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  • Vasili Papathanasopoulos


What It Means To Be Human is out now! We caught up with the musician to chat about the release and so much more.

Image: Al Parkinson.

Australian electro-folk singer-songwriter and producer, Hayden Calnin has unveiled new album, What It Means To Be Human. The record brings the musicians signature folk sonics to a larger scale, with orchestral elements woven within. Across the body of work, Calnin explores of human existence, full of introspective thoughts and threads of spirituality.

Throughout his career, Calnin has toured extensively, having shared the stage with the likes of Matt Corby, Tom Odell, The Antlers and more. During this time, he also produced records for Australian artists including Didirri, Harrison Storm, Riley Pearce, Woodlock, NYCK, and others.

What It Means To Be Human is out now! Read our interview with Hayden Calnin below.

Tell us a bit about how you began your musical journey, and your background in music…

I picked up my Father’s guitar when I was around 14 or so with no intention of taking things any further than that, however, as soon as you learn a few chords, the first thing I wanted to do was to try and write a song. From there, I was hooked. Through high school, I played in a bunch of different bands, mainly Metal bands, or wanna-be My Chemical Romance bands (that was a thing). Still, once high school was done, I didn't ever have the bug to go and study Music, instead I went off to study Film. Through my degree, I fell in love with sound design, which in turn led back to more music creation and production techniques. All my production skill sets where taught to me in a sense of film making, which is why I think my music syncs up so well to the visual world. On one odd occasion in my early 20’s, I decided to upload a song to the internet, and from there the rest is set in stone. That original track I uploaded did really well both here locally in Australia and overseas, and it opened up opportunity after opportunity in the music industry.

True to its title, What It Means to Be Human, is an exploration of human existence, full of introspective thoughts and threads of spirituality. How did you hone in on the themes you wanted to explore on the record, and what prompted you to document them on this body of work?

It is definitely an exploration into my own spirituality, but I wanted it to be open to any listener and their own thoughts on their own. I’m not a religious person, never have been, but the older I get and the more I learn about the world and how it works, the more philosophical I get. Big questions deserve big answers. This album explores the meaning in who and what you are. What is human? Why are we so different to any other species on Earth and how did we get here? People are so caught up in the now, they forget to ask these questions to themselves, it can be overwhelming and overlooked. I was the same for most of my life too, until a few years ago when I got out of the city, moved to the beach and took in the world around me. And from that, these songs came out.

Sonically, the record is a shimmering moment of beauty, with cascading production that emit the power and beauty of waves crashing on a shore. How did you approach creating the sonic nature of this record?

Not gonna lie, this was a really hard record to make. I had to learn so many new skills to get out what my brain wanted to put in. Orchestral arrangements aren’t like picking up a guitar and having a sing, it’s a whole other level, but I wanted to challenge myself to learn, so I did. Most of the sonics were created through trial and error. I wanted all the soundscapes, sonics and energy of the record to feel consistent, like all my favourite records growing up. As anyone, I also have limitations so for certain instruments, such as some drum parts and some choral moments, I needed to get some talented folk in to help lay down some elements. I was also lucky enough to live in a house with some beautiful musicians that I would always show my progress to and get their feedback, as it is easy to get carried away with any sonic world once you delve in. To summarise the sonics of the album, I simply wanted the album to flow and feel like a movie score mixed with a folk pop record, and I think that I proudly achieved that.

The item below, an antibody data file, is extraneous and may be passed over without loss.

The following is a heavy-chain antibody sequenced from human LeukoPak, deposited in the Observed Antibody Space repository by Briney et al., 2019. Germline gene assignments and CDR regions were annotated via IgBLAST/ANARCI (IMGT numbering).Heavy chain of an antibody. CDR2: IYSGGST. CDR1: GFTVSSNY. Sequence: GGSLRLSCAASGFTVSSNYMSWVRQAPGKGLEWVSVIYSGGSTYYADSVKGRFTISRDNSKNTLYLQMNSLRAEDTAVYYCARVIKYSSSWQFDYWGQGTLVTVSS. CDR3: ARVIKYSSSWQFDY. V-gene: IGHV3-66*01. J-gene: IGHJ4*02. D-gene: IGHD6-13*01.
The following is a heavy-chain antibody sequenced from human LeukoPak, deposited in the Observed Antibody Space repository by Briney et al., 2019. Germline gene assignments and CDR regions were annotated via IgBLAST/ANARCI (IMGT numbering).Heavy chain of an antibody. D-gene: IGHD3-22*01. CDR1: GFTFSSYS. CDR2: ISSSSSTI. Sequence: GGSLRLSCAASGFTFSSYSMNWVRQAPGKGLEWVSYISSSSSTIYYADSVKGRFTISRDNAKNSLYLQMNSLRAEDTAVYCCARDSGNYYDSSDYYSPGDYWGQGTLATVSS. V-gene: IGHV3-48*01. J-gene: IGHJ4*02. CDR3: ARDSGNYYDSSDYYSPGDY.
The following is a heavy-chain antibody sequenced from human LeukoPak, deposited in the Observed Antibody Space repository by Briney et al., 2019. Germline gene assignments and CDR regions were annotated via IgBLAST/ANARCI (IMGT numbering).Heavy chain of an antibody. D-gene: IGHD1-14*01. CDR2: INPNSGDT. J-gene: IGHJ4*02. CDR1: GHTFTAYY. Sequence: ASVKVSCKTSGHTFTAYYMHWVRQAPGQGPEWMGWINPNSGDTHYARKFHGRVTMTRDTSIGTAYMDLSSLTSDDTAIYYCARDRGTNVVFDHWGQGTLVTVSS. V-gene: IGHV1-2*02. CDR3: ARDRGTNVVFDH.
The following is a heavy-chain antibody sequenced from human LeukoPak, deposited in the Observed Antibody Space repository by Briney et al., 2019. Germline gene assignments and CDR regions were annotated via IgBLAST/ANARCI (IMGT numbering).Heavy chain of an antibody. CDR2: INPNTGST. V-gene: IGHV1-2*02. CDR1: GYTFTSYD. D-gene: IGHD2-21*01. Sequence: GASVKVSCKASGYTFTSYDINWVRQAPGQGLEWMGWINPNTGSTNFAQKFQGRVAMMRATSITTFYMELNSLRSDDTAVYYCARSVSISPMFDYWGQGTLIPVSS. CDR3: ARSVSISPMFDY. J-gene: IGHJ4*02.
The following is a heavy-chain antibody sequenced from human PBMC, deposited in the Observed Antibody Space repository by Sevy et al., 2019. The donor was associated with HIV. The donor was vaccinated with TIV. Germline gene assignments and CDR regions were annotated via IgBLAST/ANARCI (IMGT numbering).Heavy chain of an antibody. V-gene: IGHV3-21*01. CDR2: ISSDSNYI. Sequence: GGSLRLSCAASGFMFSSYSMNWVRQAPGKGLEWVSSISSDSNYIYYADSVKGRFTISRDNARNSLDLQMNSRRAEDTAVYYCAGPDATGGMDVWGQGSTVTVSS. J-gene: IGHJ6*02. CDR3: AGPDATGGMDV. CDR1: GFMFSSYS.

You self produced the record, what are the advantages of having that control over your own music?

Simply that. Control. Lots of artists tailor their releases to what’s hot and current and that usually can stem from the producer pushing a sound on an artist, or the artist wanting it to sound like something that already exists. I produce records for various artists around the globe and it’s amazing how much Artists are willing to sacrifice to try and get their songs on radio and playlists. However, when you are doing both jobs, production and writing, then artistically it’s entirely up to you where you want to take it. Im thankful everyday I have the skillsets needed to have that creative control, and a label and team around me that pushes that in me.

What’s the most important thing you’ve learned about producing your own music whilst making this record?

I have limitations, but I also have time to grow. Thats something I take away from any song I produce whether its for me, or another artist.

Could you tell us a bit about your creative process when writing and recording this particular collection of songs?

My process is pretty simple. I am a creature of habit when I’m in recording mode. I’ll wake up at the same time everyday, have a coffee and some breakfast, jump in the studio for a few hours and set up the things that will get me through the day, but not start any recording yet. At around midday I’ll go to the beach for a skim, run or swim depending on my mood, and then get home and get straight into recording till I have had enough. This was my daily routine for about 6 months while making the record. The process seemed pretty simple to me, start your day, get inspired, and then create.

How did the album evolve and change as you were creating it, and were there any tracks left on the cutting room floor that you think might have a life in the future?